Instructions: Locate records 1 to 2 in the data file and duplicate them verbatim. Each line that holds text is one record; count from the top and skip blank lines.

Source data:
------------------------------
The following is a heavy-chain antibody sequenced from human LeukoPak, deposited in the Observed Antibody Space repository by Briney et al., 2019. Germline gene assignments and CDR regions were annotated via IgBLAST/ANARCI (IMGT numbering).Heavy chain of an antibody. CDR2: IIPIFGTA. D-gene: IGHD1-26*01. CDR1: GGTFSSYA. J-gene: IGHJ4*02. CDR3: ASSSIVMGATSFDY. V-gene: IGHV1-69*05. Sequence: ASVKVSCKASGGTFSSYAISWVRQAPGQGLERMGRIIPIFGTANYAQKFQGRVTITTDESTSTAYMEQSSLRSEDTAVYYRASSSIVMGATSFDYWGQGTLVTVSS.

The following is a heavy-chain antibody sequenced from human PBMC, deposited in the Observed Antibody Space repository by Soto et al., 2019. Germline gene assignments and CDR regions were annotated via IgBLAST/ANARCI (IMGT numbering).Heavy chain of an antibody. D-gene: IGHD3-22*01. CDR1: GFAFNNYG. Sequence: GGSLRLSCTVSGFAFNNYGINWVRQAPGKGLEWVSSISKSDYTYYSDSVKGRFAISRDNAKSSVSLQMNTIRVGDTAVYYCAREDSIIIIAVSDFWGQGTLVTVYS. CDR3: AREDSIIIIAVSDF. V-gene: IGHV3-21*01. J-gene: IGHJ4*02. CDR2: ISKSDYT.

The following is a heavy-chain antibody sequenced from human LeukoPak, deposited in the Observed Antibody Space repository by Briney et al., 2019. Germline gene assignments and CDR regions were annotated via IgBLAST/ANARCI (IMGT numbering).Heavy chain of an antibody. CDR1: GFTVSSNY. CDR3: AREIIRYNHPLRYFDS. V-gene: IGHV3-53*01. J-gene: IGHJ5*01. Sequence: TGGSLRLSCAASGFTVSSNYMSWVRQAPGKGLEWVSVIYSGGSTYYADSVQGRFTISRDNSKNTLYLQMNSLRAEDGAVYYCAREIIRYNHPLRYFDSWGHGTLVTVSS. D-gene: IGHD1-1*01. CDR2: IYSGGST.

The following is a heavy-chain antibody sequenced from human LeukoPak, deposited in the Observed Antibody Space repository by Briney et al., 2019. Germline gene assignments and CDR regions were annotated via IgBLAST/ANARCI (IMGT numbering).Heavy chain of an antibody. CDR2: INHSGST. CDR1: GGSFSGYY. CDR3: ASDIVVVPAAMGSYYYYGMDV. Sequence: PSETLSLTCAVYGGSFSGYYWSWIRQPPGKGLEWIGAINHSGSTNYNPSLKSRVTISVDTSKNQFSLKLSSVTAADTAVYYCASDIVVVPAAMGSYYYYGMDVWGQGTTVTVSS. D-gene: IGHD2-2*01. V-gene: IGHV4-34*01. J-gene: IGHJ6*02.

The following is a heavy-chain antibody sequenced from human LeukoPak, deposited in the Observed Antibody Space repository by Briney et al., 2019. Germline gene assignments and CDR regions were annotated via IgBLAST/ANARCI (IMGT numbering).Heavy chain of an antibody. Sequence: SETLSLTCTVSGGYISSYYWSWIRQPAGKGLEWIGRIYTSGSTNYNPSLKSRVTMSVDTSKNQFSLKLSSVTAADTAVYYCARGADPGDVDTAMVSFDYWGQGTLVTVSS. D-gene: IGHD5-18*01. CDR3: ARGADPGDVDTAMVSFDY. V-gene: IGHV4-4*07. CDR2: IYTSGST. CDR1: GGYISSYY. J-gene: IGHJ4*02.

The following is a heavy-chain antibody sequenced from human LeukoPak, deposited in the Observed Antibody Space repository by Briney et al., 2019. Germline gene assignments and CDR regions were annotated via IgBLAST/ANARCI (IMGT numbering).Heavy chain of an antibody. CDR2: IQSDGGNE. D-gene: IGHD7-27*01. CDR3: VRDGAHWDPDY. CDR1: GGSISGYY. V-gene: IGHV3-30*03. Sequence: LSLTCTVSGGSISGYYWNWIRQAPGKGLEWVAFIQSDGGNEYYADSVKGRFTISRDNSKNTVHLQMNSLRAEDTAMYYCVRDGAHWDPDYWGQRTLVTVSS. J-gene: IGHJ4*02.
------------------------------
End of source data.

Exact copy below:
The following is a heavy-chain antibody sequenced from human LeukoPak, deposited in the Observed Antibody Space repository by Briney et al., 2019. Germline gene assignments and CDR regions were annotated via IgBLAST/ANARCI (IMGT numbering).Heavy chain of an antibody. CDR2: IIPIFGTA. D-gene: IGHD1-26*01. CDR1: GGTFSSYA. J-gene: IGHJ4*02. CDR3: ASSSIVMGATSFDY. V-gene: IGHV1-69*05. Sequence: ASVKVSCKASGGTFSSYAISWVRQAPGQGLERMGRIIPIFGTANYAQKFQGRVTITTDESTSTAYMEQSSLRSEDTAVYYRASSSIVMGATSFDYWGQGTLVTVSS.

The following is a heavy-chain antibody sequenced from human PBMC, deposited in the Observed Antibody Space repository by Soto et al., 2019. Germline gene assignments and CDR regions were annotated via IgBLAST/ANARCI (IMGT numbering).Heavy chain of an antibody. D-gene: IGHD3-22*01. CDR1: GFAFNNYG. Sequence: GGSLRLSCTVSGFAFNNYGINWVRQAPGKGLEWVSSISKSDYTYYSDSVKGRFAISRDNAKSSVSLQMNTIRVGDTAVYYCAREDSIIIIAVSDFWGQGTLVTVYS. CDR3: AREDSIIIIAVSDF. V-gene: IGHV3-21*01. J-gene: IGHJ4*02. CDR2: ISKSDYT.